英文姓氏辞典

English Surname Dictionary

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Pearce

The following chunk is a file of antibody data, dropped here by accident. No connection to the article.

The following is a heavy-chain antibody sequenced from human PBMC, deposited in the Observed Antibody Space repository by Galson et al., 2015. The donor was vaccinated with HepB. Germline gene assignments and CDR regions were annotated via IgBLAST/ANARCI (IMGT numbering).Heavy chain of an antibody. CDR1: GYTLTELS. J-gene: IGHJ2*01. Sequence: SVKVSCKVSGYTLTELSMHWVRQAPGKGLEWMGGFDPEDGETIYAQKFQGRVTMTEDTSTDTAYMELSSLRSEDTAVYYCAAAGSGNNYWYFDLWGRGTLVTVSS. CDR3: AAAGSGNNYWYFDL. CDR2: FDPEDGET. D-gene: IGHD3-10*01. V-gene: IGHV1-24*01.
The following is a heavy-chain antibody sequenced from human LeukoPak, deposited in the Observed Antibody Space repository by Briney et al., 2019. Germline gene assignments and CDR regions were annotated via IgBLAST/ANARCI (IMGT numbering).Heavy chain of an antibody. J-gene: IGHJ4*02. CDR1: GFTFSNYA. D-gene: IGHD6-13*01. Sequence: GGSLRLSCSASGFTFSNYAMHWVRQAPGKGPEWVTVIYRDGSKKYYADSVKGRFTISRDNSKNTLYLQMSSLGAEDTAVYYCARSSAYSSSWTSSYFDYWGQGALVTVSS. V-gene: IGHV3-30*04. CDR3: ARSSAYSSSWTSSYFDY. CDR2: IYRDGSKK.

Recorded in many spellings forms including: Pearce, Pears, Pearse, Piers, Peers, and Peres, this is regarded as a European surname as it is found in almost every country, and largely a 12th century Crusader introduction, but ultimately, of ancient biblical origins. The modern surname is a variant of the popular personal name Peter, which in medieval England was more usually found in the French form of Piers. Whatever the spelling the origination is from the Ancient Greek "Petros", meaning rock, and was the name given by Jesus to Simon, to be steadfastness in faith, and the rock on which the Christian church was to be created. With a build up like that, it was hardly surprising that St. Peter was the favourite saint of the medieval church, and his name hugely popular throughout Christendom. It is said that the name as "Piers" was brought to Britain by the Normans at the time of the Conquest of England in 1066. However we can find no definate proof of this claim, and our research suggests that it was a century later at least. Even then it was at first a personal name, but within a short time it had become one of the first surnames. Early recordings taken from authentic surviving rolls and charters of medieval England include: Robert Peres of Somerset in the register known as 'Kiby's Quest' in 1273, and Adam Pierce of Sussex in the Subsidy Rolls of 1327. Later examples include: Captain William Pearce (or Peerce) who held 1700 acres of tree plantations in 'James Cittie' the original centre of the new colony of 'Virginea'. This was in the year 1626, whilst Danyell Pierce is recorded as having left Ipswich in England, on the ship "Elizabeth", bound for New England, in 1634. The first recorded spelling of the family name anywhere in the world is believed to be that of Gilbert Perse, which was dated 1198. This was in the pipe rolls of the city of London, during the reign of King Richard 1st, known as "The Lionheart", 1189 - 1199. Throughout the centuries, surnames in every country have continued to "develop", often leading to astonishing variants of the original spelling.